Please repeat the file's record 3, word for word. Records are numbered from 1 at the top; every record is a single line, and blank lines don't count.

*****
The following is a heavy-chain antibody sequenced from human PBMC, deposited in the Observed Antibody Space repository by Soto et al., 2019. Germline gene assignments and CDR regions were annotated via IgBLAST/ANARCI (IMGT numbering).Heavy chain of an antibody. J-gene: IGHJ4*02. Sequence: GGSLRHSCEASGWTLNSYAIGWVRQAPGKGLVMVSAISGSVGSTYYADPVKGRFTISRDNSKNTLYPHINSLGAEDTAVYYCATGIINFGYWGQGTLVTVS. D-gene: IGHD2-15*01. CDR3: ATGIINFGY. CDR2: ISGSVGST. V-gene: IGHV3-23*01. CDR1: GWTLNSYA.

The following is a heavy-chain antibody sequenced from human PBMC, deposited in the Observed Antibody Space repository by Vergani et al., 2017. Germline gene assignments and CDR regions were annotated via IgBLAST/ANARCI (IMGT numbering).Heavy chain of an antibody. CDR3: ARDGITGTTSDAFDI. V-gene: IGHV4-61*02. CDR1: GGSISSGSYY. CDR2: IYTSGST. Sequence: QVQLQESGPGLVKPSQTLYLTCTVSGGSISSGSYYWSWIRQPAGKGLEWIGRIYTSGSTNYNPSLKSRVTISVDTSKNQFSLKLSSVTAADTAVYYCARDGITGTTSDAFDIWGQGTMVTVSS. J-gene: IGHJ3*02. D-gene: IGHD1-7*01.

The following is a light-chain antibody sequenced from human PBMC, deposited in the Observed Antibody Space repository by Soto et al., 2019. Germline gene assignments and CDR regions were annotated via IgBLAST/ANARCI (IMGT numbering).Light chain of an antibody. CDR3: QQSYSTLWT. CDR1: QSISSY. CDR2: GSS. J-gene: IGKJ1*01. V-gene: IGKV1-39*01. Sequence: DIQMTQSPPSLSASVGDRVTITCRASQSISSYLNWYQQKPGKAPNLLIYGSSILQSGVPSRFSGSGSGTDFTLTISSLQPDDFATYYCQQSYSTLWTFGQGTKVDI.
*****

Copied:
The following is a light-chain antibody sequenced from human PBMC, deposited in the Observed Antibody Space repository by Soto et al., 2019. Germline gene assignments and CDR regions were annotated via IgBLAST/ANARCI (IMGT numbering).Light chain of an antibody. CDR3: QQSYSTLWT. CDR1: QSISSY. CDR2: GSS. J-gene: IGKJ1*01. V-gene: IGKV1-39*01. Sequence: DIQMTQSPPSLSASVGDRVTITCRASQSISSYLNWYQQKPGKAPNLLIYGSSILQSGVPSRFSGSGSGTDFTLTISSLQPDDFATYYCQQSYSTLWTFGQGTKVDI.